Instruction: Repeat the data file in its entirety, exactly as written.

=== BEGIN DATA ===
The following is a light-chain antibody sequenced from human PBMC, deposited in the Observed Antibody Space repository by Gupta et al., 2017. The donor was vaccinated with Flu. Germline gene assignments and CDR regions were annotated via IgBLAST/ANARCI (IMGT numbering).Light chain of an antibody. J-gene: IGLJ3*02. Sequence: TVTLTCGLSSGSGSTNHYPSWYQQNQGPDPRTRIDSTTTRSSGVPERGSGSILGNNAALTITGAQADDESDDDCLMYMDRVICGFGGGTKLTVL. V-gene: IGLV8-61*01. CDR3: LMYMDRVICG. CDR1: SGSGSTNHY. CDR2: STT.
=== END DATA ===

The following is a light-chain antibody sequenced from human PBMC, deposited in the Observed Antibody Space repository by Gupta et al., 2017. The donor was vaccinated with Flu. Germline gene assignments and CDR regions were annotated via IgBLAST/ANARCI (IMGT numbering).Light chain of an antibody. J-gene: IGLJ3*02. Sequence: TVTLTCGLSSGSGSTNHYPSWYQQNQGPDPRTRIDSTTTRSSGVPERGSGSILGNNAALTITGAQADDESDDDCLMYMDRVICGFGGGTKLTVL. V-gene: IGLV8-61*01. CDR3: LMYMDRVICG. CDR1: SGSGSTNHY. CDR2: STT.